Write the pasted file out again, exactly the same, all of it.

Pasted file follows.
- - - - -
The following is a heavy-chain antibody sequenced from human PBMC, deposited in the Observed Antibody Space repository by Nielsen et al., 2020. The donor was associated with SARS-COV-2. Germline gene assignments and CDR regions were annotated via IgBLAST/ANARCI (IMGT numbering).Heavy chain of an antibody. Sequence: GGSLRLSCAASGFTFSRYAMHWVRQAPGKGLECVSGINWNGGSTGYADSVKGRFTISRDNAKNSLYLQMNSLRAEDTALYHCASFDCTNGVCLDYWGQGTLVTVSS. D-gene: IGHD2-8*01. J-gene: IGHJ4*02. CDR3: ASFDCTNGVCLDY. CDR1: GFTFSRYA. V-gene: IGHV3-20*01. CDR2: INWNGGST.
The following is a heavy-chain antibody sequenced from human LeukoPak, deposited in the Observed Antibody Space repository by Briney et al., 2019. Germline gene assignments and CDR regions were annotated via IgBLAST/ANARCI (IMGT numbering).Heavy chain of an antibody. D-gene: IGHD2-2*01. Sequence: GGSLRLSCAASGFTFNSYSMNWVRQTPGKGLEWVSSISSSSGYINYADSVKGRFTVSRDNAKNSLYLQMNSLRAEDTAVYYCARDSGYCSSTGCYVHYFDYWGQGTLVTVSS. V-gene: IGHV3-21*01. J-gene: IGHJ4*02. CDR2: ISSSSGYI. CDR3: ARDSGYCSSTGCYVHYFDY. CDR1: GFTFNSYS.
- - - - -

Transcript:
The following is a heavy-chain antibody sequenced from human PBMC, deposited in the Observed Antibody Space repository by Nielsen et al., 2020. The donor was associated with SARS-COV-2. Germline gene assignments and CDR regions were annotated via IgBLAST/ANARCI (IMGT numbering).Heavy chain of an antibody. Sequence: GGSLRLSCAASGFTFSRYAMHWVRQAPGKGLECVSGINWNGGSTGYADSVKGRFTISRDNAKNSLYLQMNSLRAEDTALYHCASFDCTNGVCLDYWGQGTLVTVSS. D-gene: IGHD2-8*01. J-gene: IGHJ4*02. CDR3: ASFDCTNGVCLDY. CDR1: GFTFSRYA. V-gene: IGHV3-20*01. CDR2: INWNGGST.
The following is a heavy-chain antibody sequenced from human LeukoPak, deposited in the Observed Antibody Space repository by Briney et al., 2019. Germline gene assignments and CDR regions were annotated via IgBLAST/ANARCI (IMGT numbering).Heavy chain of an antibody. D-gene: IGHD2-2*01. Sequence: GGSLRLSCAASGFTFNSYSMNWVRQTPGKGLEWVSSISSSSGYINYADSVKGRFTVSRDNAKNSLYLQMNSLRAEDTAVYYCARDSGYCSSTGCYVHYFDYWGQGTLVTVSS. V-gene: IGHV3-21*01. J-gene: IGHJ4*02. CDR2: ISSSSGYI. CDR3: ARDSGYCSSTGCYVHYFDY. CDR1: GFTFNSYS.